8. After the filler has dried up, use standard sandpaper to sand down the area. Sand until the filler is leveled with the surface.
  9. Feel the surface where the filler is applied with your hand to see if the surface is smooth. If the hole hasn’t completely filled, add more filler and repeat the process.

If you plan on painting or staining the repaired area then continue the following steps:

  1. Apply primer on the area to be painted. Most fillers leave a different shade than the surrounding wood. Using primer can help even out the look.
  2. Finally, paint or stain the area according to your needs.

Sawdust and Glue:

Mixing sawdust and wood glue is not the best but still the cheapest and quickest way to filling holes in wood. This is basically just making your own homemade wood filler. It is useful when you want a custom filler that matches your project because commercial wood fillers sometimes don’t match your wood’s stain. Or when you run out of commercial wood filler and don’t want to go to the hardware shop, you can make your own to finish the work.


  1. Make sure to use gloves and a particle mask because making your own wood filler is a messy process.
  2. Unless you already have collected any sawdust before, you can also make your own with sandpaper or an electric sander. Make sure the sawdust matches the color of the wood you are filling.
  3. Use a collection bag for collecting sawdust.
  4. After collection, gather some at the surface and scan for any large particles that may be mixed in. Remove these large particles and other impurities if you find any.
  5. Now put the clean sawdust in a mixing surface, and slowly add wood glue while constantly mixing it with a mixing stick. Constantly check the mixture to see if it has turned into a thick putty. Adding excess glue can make the mixture runny, which you should definitely avoid. Also, try to manage this in a short time because you know the putty can harden after some time.
  6.  Make sure that the mixture has become a workable dough that you can easily roll between your fingers. If you see that the mixture is hardening, make another batch of the mixture and add in the previous batch.
  7. When applying the mixture, first push it in the damaged areas by hand.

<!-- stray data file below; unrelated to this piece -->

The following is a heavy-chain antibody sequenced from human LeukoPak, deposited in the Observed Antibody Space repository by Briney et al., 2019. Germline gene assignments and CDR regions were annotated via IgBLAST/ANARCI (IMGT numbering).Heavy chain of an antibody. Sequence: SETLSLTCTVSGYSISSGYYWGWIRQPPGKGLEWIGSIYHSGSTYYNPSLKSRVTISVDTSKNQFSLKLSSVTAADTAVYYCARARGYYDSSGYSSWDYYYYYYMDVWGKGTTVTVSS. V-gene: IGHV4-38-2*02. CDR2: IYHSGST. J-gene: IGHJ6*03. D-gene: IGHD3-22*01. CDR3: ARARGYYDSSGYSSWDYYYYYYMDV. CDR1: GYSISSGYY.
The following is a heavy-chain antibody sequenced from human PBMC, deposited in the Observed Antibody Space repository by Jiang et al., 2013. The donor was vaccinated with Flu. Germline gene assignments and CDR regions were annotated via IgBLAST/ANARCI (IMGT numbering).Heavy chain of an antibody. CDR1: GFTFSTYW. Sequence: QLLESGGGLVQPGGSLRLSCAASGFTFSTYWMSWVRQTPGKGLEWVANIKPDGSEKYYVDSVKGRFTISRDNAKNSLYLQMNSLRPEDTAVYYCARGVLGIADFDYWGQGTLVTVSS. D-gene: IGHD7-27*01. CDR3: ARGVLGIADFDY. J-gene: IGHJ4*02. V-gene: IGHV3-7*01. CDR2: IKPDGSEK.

8. Use a putty knife to straighten out the mixture and remove the excess of it.
  9. Leave the surface to dry off completely.
  10. After the application, quickly wash the surface of the knife with warm water, otherwise, the glue is very hard to remove.
  11. Dispose of the remaining mixture, as it can’t be kept for later use.
  12. Once the area has completely dried off, sand it lightly with sandpaper. Don’t over-sand.
  13. Finally, clean the area with a tack cloth. Then paint or stain it, as desired.

Wood Plugs:

Wood plugs are small cylindrical pieces of wood, that you can easily buy from a shop or even make your own if you have the right tools. In this method, what we do is just plug the hole with a wood plug. This method is recommended for large straight (not stripped or rough) holes. Dowels come in different cuts: straight cuts, angled cuts, etc.


  1. Select a wood plug with a cut that best fits the wood hole.
  2. After selecting, brush the sides of the hole with wood glue.
  3. Place the wood plug inside the hole.
  4. Hammer or push the plug inside the hole, until you feel a great tight fit.
  5. After the glue dries, trim the extra wood off the plugs with a flush trim saw.
  6. Finally, sand the area to give a smooth look.

Tips re-drilling:

Although the mentioned products are some of the best wood fillers in terms of damage resistance to re-drilling, they are still however only cosmetic. If you want to re-drill a hole in the filled area, these are some tips to avoid cracking and still screw in the filled area:

  • Before filling, add some pieces of wood, usually toothpicks and matchsticks work really well. Then add the wood filler. This method adds strength to the filling.
  • If you are looking to fix a stripped screw hole, drill a larger hole on the damaged area. This way the hole becomes much more uniform and can easily be filled. Then fit a wooden dowel or a plug that can easily fit into the drilled area. Strengthen the effect with some addition of wood filler.
  • The next time you are drilling on a filled hole, make sure to use a screw wider in diameter than the previous one you stripped out.